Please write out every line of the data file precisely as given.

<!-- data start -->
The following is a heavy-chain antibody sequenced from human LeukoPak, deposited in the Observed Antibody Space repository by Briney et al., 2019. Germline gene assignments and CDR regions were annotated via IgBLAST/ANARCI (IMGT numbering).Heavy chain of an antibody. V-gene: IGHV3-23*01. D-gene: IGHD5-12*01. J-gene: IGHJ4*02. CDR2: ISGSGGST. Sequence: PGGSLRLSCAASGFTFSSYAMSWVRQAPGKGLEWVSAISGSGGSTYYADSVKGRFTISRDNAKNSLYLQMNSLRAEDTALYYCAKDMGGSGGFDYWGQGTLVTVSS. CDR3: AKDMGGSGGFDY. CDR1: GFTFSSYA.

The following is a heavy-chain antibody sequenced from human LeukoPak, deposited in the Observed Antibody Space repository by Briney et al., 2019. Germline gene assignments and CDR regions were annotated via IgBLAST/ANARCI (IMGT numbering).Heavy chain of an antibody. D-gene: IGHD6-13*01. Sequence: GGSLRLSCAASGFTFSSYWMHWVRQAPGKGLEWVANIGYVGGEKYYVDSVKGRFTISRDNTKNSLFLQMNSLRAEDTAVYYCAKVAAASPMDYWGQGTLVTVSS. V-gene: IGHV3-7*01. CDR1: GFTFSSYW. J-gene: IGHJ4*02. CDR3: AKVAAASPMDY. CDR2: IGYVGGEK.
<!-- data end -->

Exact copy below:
The following is a heavy-chain antibody sequenced from human LeukoPak, deposited in the Observed Antibody Space repository by Briney et al., 2019. Germline gene assignments and CDR regions were annotated via IgBLAST/ANARCI (IMGT numbering).Heavy chain of an antibody. V-gene: IGHV3-23*01. D-gene: IGHD5-12*01. J-gene: IGHJ4*02. CDR2: ISGSGGST. Sequence: PGGSLRLSCAASGFTFSSYAMSWVRQAPGKGLEWVSAISGSGGSTYYADSVKGRFTISRDNAKNSLYLQMNSLRAEDTALYYCAKDMGGSGGFDYWGQGTLVTVSS. CDR3: AKDMGGSGGFDY. CDR1: GFTFSSYA.

The following is a heavy-chain antibody sequenced from human LeukoPak, deposited in the Observed Antibody Space repository by Briney et al., 2019. Germline gene assignments and CDR regions were annotated via IgBLAST/ANARCI (IMGT numbering).Heavy chain of an antibody. D-gene: IGHD6-13*01. Sequence: GGSLRLSCAASGFTFSSYWMHWVRQAPGKGLEWVANIGYVGGEKYYVDSVKGRFTISRDNTKNSLFLQMNSLRAEDTAVYYCAKVAAASPMDYWGQGTLVTVSS. V-gene: IGHV3-7*01. CDR1: GFTFSSYW. J-gene: IGHJ4*02. CDR3: AKVAAASPMDY. CDR2: IGYVGGEK.